This month’s support group meeting was on talking to your child about adoption, basically what information to share and what age to share the information by. It was a great meeting and had a lot of good discussion and comments by everyone that came. It was awesome to not only hear the ages we should be telling specific information but to also hear from other people the ways or things that they have thought about bringing up or talking about specific topics.
Since we started this process we knew that adoption should always be a part of our child’s language. Incorporating information about their adoption story even before they can understand what it means so that they have a positive view of adoption is important. Just because a 2 year old doesn’t understand what adoption or a birth mother means they should associate that we as parents are ok talking about it and what them to talk about when they have questions.
Having an open adoption will hopefully mean that we have more information about their adoption story (why they were placed for adoption, who their birth mom and dad are, history about their birth family, etc.). This information will be helpful as our child grows and has questions about their adoption. We also hope to have contact with the birth mom/dad so that they can see us interact with them and vice versa in order to know they are a part of our family or to be able to answer questions about who they were/are and why they decided to place for adoption.
Throughout all ages we want to make sure to use positive adoption language (I have talked about this before a little bit) and make sure that our child knows they can talk to us about any questions they have. Even if we don’t have the answers to their questions we want to be able to have them know they have as much information as we have and that we are not hiding things from them. The earlier they associate adoption as not being a negative and know that we are comfortable talking about it, the easier it will be as they get older to come to us when they are struggling with who they are as a person.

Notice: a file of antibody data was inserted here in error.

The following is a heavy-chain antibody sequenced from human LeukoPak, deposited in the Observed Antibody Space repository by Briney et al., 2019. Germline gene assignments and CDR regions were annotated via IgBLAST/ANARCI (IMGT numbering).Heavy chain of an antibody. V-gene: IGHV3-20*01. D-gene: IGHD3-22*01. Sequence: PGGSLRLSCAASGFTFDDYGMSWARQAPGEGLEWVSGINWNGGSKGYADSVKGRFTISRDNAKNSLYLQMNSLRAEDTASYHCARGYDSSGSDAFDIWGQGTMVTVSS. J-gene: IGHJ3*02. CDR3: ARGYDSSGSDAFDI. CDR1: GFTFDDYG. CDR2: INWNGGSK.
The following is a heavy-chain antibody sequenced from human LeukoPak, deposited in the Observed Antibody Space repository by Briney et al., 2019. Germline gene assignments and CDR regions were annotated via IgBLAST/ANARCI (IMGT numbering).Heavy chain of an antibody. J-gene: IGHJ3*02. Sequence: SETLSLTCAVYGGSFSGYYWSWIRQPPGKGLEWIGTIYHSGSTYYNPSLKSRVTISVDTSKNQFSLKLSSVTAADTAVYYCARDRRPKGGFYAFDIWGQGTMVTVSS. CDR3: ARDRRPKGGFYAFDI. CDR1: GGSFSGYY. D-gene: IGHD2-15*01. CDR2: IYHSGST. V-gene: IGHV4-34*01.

We also want to make sure that our child feels empowered to share their story as they want to share it. If there is a part of their history that they don’t want to share with friends/family then they should have the right to keep it within our family. Giving them the power over their story helps to give them confidence in who they are.
There are a couple more articles of information that we didn’t get to go over in the meeting and I am looking forward to being able to sit down and read them this weekend. In addition there were some great ideas that we want to consider looking into doing for the future. Things such as a family tree that includes a birth and adoptive family section, an adoption story book that is specific to their story, put up pictures of the birth parents in their room (we already have a frame just need a picture), and regular children’s books that focus on adoption stories are all going to be helpful to us in explaining adoption.